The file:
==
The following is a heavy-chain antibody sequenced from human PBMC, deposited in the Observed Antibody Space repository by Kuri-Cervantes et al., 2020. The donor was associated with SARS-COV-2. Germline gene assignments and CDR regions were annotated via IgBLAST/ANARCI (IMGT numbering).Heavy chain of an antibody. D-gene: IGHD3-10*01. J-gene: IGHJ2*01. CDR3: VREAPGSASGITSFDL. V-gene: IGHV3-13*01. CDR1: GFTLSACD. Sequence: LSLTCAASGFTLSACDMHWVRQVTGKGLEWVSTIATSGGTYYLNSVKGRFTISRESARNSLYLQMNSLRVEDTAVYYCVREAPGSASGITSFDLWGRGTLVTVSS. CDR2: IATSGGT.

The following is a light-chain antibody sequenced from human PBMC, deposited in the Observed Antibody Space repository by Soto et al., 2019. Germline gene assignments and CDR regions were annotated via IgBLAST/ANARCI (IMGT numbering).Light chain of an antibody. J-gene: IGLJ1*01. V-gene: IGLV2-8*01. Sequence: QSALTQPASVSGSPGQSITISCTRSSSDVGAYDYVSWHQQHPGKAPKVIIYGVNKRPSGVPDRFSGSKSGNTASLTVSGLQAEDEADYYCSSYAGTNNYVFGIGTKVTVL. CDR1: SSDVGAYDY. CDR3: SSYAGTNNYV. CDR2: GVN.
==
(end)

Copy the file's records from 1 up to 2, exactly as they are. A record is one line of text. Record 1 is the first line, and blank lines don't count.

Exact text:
The following is a heavy-chain antibody sequenced from human PBMC, deposited in the Observed Antibody Space repository by Kuri-Cervantes et al., 2020. The donor was associated with SARS-COV-2. Germline gene assignments and CDR regions were annotated via IgBLAST/ANARCI (IMGT numbering).Heavy chain of an antibody. D-gene: IGHD3-10*01. J-gene: IGHJ2*01. CDR3: VREAPGSASGITSFDL. V-gene: IGHV3-13*01. CDR1: GFTLSACD. Sequence: LSLTCAASGFTLSACDMHWVRQVTGKGLEWVSTIATSGGTYYLNSVKGRFTISRESARNSLYLQMNSLRVEDTAVYYCVREAPGSASGITSFDLWGRGTLVTVSS. CDR2: IATSGGT.

The following is a light-chain antibody sequenced from human PBMC, deposited in the Observed Antibody Space repository by Soto et al., 2019. Germline gene assignments and CDR regions were annotated via IgBLAST/ANARCI (IMGT numbering).Light chain of an antibody. J-gene: IGLJ1*01. V-gene: IGLV2-8*01. Sequence: QSALTQPASVSGSPGQSITISCTRSSSDVGAYDYVSWHQQHPGKAPKVIIYGVNKRPSGVPDRFSGSKSGNTASLTVSGLQAEDEADYYCSSYAGTNNYVFGIGTKVTVL. CDR1: SSDVGAYDY. CDR3: SSYAGTNNYV. CDR2: GVN.